Saudi-led consortium wins Morocco solar energy bid (Update)

Sep 24, 2012 by Aziz El-yaakoubi

(AP)—Morocco awarded a $1 billion contract to build a solar power plant to a Saudi-led consortium on Monday, as part of this country's ambitious plans to harness the sun's energy and reduce dependence on imported fossil fuels.

The Moroccan Solar Energy Agency said that the consortium, led by Saudi International Company for Water and Power together with the Spanish Aries IS and TSK EE, would build a 160 megawatt solar power plant in the southern Moroccan town of Ouarzazate.

In 2009, Morocco announced a $9 billion project to build five solar plants to produce 2,000 megawatts of electricity by 2020—38 percent of its energy needs. It is hoping to eventually even export surplus solar-generated electricity to Europe.

"We are counting on mobilizing all our efforts to reach this goal, despite the crisis," said Mustapha Bakkouri of the solar energy agency.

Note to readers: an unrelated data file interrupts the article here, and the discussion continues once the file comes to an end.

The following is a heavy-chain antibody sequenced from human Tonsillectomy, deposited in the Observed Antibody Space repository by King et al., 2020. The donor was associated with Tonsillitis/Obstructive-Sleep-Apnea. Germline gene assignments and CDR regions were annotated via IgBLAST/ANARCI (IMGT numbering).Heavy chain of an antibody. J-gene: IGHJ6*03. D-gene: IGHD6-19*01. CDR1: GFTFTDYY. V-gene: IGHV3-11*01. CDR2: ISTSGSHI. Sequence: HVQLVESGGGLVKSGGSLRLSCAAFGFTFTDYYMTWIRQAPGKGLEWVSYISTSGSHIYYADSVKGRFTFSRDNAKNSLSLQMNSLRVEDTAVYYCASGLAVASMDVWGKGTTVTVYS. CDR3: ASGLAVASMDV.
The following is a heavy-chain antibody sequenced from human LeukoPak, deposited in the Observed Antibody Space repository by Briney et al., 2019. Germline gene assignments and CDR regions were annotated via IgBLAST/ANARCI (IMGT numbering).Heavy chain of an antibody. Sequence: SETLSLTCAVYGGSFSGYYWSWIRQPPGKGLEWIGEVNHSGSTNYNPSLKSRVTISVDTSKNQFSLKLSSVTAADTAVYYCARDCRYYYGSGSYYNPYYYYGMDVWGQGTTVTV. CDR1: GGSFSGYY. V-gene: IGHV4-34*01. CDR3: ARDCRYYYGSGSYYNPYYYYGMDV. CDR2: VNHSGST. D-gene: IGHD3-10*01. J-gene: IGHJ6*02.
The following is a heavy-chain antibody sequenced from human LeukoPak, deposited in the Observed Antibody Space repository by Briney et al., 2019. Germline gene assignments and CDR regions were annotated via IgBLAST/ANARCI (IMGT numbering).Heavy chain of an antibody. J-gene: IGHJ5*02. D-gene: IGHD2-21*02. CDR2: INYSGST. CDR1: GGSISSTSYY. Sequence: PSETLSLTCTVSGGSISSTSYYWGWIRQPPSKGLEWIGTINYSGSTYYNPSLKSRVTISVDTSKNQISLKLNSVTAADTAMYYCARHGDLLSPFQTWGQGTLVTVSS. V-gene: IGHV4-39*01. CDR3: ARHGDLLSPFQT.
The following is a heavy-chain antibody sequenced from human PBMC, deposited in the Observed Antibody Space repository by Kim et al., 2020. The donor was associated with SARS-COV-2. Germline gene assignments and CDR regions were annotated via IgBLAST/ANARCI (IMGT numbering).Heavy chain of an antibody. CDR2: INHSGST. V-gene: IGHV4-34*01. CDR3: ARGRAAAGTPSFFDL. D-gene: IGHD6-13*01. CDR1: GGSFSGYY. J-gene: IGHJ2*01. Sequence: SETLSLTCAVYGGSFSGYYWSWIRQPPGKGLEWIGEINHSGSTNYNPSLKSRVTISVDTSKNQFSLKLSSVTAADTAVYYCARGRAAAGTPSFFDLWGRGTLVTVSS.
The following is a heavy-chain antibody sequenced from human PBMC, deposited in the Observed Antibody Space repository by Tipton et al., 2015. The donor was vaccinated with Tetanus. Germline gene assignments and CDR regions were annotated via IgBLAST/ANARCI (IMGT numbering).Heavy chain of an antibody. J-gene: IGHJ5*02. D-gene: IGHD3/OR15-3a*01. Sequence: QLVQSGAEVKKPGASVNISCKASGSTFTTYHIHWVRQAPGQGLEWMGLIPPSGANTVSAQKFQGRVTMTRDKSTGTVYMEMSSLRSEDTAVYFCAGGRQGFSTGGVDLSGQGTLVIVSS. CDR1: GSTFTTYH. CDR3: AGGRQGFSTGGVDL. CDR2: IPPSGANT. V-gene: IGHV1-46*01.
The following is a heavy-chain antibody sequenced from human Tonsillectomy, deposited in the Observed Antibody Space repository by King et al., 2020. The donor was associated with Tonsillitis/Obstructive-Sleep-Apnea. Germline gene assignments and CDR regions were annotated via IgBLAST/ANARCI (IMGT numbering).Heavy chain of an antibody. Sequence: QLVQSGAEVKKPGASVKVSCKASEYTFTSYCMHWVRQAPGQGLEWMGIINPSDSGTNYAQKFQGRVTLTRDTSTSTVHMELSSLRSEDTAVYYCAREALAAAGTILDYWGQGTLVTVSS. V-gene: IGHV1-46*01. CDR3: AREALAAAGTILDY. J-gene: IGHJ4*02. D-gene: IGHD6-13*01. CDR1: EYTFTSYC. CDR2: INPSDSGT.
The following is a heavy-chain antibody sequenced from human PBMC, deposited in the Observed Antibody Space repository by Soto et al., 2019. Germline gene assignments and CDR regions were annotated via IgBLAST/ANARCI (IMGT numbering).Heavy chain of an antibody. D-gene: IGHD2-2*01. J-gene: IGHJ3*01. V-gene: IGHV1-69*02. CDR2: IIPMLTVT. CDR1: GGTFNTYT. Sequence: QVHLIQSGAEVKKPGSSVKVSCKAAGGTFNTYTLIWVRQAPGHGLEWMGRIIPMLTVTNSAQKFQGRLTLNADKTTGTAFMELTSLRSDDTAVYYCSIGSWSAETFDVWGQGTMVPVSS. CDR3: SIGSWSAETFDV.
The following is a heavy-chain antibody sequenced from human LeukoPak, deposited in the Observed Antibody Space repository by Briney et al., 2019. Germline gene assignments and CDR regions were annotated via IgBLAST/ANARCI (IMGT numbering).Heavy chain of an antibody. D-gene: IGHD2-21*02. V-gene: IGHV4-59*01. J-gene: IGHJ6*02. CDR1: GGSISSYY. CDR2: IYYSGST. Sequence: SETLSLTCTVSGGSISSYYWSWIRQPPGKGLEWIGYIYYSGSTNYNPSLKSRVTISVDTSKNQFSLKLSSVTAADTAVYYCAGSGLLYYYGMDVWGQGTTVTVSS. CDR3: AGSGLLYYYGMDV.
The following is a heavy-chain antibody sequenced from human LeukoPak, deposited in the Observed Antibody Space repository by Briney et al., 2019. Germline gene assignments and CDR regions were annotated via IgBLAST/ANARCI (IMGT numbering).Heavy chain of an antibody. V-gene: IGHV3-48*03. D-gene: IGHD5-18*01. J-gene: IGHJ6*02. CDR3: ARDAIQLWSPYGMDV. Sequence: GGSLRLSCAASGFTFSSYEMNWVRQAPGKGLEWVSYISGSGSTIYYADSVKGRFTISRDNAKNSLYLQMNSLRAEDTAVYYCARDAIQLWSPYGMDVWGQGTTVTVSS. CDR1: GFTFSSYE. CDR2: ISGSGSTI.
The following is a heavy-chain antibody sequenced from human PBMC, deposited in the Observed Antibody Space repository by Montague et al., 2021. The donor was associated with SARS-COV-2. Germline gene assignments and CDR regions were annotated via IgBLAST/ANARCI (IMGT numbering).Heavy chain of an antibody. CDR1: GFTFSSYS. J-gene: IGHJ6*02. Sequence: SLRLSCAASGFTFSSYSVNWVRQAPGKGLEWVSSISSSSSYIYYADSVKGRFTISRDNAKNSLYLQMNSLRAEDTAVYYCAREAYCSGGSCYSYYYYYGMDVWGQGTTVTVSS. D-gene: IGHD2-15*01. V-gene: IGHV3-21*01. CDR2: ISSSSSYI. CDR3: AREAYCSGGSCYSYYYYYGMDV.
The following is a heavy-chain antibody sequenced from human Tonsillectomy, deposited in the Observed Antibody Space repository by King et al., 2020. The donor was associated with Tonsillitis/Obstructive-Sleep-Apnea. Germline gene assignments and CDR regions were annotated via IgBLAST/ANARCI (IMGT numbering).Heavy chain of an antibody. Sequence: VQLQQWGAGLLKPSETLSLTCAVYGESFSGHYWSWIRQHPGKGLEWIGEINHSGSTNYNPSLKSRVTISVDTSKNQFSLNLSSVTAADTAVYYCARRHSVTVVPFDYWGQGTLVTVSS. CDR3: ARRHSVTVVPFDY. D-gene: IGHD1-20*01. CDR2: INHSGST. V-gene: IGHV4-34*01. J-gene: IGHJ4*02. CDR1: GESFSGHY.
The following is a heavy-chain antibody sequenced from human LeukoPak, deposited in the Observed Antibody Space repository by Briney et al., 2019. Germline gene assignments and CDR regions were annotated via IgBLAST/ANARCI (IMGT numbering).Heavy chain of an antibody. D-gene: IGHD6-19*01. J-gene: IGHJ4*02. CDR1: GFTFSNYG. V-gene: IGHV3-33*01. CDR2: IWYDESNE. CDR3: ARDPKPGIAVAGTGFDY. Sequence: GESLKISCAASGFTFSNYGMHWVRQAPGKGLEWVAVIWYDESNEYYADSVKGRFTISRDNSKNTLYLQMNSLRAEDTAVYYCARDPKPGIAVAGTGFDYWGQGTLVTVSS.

Bakkouri said the Saudi consortium submitted the "best technical and financial offer."

Four consortiums were competing for the bid for the Ourzazate plant. The Saudi consortium's proposed plant would produce one kilowatt of energy for $0.19, as opposed to $0.24 offered by two of the other competitors, Italy's Enel and Spain's Abeinsa ICI.

The funding for the consortium will come in part from the World Bank and the European Investment Bank. The aim is to have the plant completed by the end of 2014.

The government will seek bids for other solar plants before the end of this year.

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Lurker2358
not rated yet Sep 24, 2012
I don't get it.

They're estimates on build costs are a bit lower than U.S. solar power plants for the same megawatts rating, but their production price for the actual electricity is significantly higher.

What the heck are they doing so right on build, but yet so wrong?
Husky
not rated yet Sep 24, 2012
somebody in Marocco is getting major grease thats why
dschlink
not rated yet Sep 24, 2012
Total costs of solar thermal in the USA runs 25 cents per kWH (US Dept. of Energy 2012). Don't forget that most of the numbers you see in the USA are for PV, after rebates and tax write-offs.

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